A Straight Writer of Gay Romance? Interview With Swedish Author Niklas Leavy

I first met Niklas Leavy just over a year ago. At the time, I was still querying, and he was working on a book – hitting me for information on US agents and how to approach them.

Niklas had some success on the traditional path, but that was in Sweden (and writing in Swedish). This time he was writing in English, and that publication credit wasn’t going to open too many doors in Manhattan.

Fast forward one year, and Niklas has self-published his first book in English. As you will see from the interview below, his situation is quite unique.

I spoke with Niklas over a few days in Google Docs, and I think you will find this very interesting.

***

Hi Niklas. I know you quite well, but why don’t you introduce yourself to the readers and tell them a little about yourself.

I’m a 40 year old writer living in Stockholm, Sweden. I work as a free-lance editor and I also do some teaching, mainly History to underprivileged kids.

In 2009, I published my first novel – the traditional way – with the Swedish publisher Normal Förlag. It’s called På knä i Köpenhamn and follows the adventures of a young, gay man called Robin, trying to find love and success in business in Copenhagen.

I wrote it with my brother, who is a gay activist. Our goal was to try to write a Harlequin-style novel, using almost only gay characters.

We had two objectives: normalizing gay experiences and at the same time stressing how – when it comes to romantic fiction at least – there’s nothing more “queer” than heterosexual love.

You have just released a book, The Sonsov Bitches. What’s it about?

Again, it’s gay fiction. The Sonsov Bitches is about another young, gay man. Simon de Beauvoir works selling snacks on a train between Paris and Angers, in France. When he gets the chance to be the frontman of a band, he feels that it’s his only chance in life. The problems start when someone tries to kill the band members off, one after the other. It’s my attempt at writing gay chick lit, with a thriller twist.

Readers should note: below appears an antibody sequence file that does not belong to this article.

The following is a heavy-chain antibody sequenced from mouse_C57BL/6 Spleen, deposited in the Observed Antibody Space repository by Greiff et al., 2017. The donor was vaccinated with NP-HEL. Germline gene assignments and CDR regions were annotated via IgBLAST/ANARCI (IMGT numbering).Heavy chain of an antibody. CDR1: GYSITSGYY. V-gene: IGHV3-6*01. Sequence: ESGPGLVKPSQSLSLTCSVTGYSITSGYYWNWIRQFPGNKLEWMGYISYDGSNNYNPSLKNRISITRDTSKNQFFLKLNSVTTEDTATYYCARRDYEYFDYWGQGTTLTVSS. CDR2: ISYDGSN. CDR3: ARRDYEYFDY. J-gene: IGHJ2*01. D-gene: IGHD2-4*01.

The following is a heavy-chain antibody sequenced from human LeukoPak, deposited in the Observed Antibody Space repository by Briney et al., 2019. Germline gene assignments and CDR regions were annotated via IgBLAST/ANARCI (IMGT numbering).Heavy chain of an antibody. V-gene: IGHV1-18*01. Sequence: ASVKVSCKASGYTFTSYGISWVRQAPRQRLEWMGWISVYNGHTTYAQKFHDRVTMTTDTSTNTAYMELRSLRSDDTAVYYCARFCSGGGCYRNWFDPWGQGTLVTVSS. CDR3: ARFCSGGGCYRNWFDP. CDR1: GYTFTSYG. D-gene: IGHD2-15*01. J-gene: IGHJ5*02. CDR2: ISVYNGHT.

I guess you might call it a Dick Lit Thriller.

Heh. I like that. Your first book was traditionally published, and written in Swedish. But this book, your first in English has been self-published. Talk us through some of the thinking there.

Like most people here in Sweden I was unaware of the massive changes that are taking place in publishing. That’s coming from someone that works in the business, mind you. Then I read your excellent book Let’s Get Digital and started to understand this brave new world of books. It’s nothing short of a revolution. That, teamed up with the feeling of not wanting to send out queries and my novel to tons of people who might not even get back to me made the choice easy.

The whole indie writer scene feels very interesting right now. Even though I self-published The Sonsov Bitches, I’m not in it for the vanity. I’m in it because I want people to read and enjoy my books. Deciding to self-publish put a very big, stupid, happy smile on my face already the day of the launch, when I sold my first copy of the novel on the German Amazon site. The fact that someone in Germany is reading The Sonsov Bitches blows me away. That person made all those years writing it worthwhile, with a click on the buy button on Amazon.de.

That’s really cool. I don’t leave my writing cave much, except to haul home bottles of grog. Is there much of a self-publishing “scene” here in Sweden? I don’t see too many (or any, to be honest) Kindles around, but plenty of iPads and iPhones. Are people reading e-books here? Has the whole digital revolution had any impact on publishers?

Sweden is way behind, both on the publishing and reading sides. It is starting to change, but will probably take at least another couple of years. There are a few self-publishing sites up and running, but their impact is limited so far. Vulkan.se is the most serious attempt. The publishers are trying to limit libraries’ lending of e-books, and they’re pricing and marketing e-books more or less exactly like DTBs, which feels like they’re trying to reverse into the future. All the big players understand that they’ll have to change, but seem fairly clueless.

I see the same pattern all across Europe. European publishers have had extra time to prepare for the digital revolution, but most of them haven’t used it wisely, and instead doubled down on the mistakes their American cousins have made: not releasing e-book versions the same time as hardbacks, pricing them too high to protect print sales, paying authors too little despite the reduced costs in a digital world, and wasting time and money in a pointless battle against piracy.

But I want to ask you about something else. Most Swedish people seem to have a high level of English – and that’s true across all of Scandinavia. I read something recently about Denmark where they said that English language versions of books from the UK and the US often outsell the local translations because of problems with the translation, the delay in the translated version hitting the shelves, and the simple desire to read the writer’s original words. While we haven’t seen a big appetite for English language work in Germany, France, Spain, or Italy, do you think there is opportunity in Scandinavia for self-publishers writing in English?